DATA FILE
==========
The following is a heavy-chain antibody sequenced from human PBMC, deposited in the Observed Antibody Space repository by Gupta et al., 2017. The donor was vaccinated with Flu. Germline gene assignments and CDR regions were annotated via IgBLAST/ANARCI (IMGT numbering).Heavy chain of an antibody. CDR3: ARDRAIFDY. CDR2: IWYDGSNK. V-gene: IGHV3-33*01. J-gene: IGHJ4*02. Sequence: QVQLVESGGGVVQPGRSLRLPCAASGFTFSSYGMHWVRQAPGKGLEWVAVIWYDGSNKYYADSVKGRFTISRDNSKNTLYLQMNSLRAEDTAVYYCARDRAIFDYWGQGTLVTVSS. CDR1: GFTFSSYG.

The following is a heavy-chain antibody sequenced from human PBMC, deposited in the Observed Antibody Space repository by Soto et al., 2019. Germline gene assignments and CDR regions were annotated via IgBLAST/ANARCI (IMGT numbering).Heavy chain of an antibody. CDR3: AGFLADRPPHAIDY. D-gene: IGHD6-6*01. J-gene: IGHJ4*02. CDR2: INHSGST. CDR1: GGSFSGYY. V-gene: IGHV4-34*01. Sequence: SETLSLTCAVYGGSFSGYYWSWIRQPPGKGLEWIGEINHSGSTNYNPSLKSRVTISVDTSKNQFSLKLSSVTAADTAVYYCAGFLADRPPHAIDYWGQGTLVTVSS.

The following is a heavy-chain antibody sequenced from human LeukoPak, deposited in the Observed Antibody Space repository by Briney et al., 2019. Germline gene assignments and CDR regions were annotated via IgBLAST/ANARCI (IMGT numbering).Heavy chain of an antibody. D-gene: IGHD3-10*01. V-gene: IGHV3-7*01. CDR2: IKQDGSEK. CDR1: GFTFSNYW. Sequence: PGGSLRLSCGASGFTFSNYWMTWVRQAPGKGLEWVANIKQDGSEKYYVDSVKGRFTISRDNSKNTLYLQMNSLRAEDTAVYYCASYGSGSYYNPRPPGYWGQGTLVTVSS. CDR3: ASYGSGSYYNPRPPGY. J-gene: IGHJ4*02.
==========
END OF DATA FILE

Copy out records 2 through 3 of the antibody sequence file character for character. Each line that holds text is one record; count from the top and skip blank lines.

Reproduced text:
The following is a heavy-chain antibody sequenced from human PBMC, deposited in the Observed Antibody Space repository by Soto et al., 2019. Germline gene assignments and CDR regions were annotated via IgBLAST/ANARCI (IMGT numbering).Heavy chain of an antibody. CDR3: AGFLADRPPHAIDY. D-gene: IGHD6-6*01. J-gene: IGHJ4*02. CDR2: INHSGST. CDR1: GGSFSGYY. V-gene: IGHV4-34*01. Sequence: SETLSLTCAVYGGSFSGYYWSWIRQPPGKGLEWIGEINHSGSTNYNPSLKSRVTISVDTSKNQFSLKLSSVTAADTAVYYCAGFLADRPPHAIDYWGQGTLVTVSS.

The following is a heavy-chain antibody sequenced from human LeukoPak, deposited in the Observed Antibody Space repository by Briney et al., 2019. Germline gene assignments and CDR regions were annotated via IgBLAST/ANARCI (IMGT numbering).Heavy chain of an antibody. D-gene: IGHD3-10*01. V-gene: IGHV3-7*01. CDR2: IKQDGSEK. CDR1: GFTFSNYW. Sequence: PGGSLRLSCGASGFTFSNYWMTWVRQAPGKGLEWVANIKQDGSEKYYVDSVKGRFTISRDNSKNTLYLQMNSLRAEDTAVYYCASYGSGSYYNPRPPGYWGQGTLVTVSS. CDR3: ASYGSGSYYNPRPPGY. J-gene: IGHJ4*02.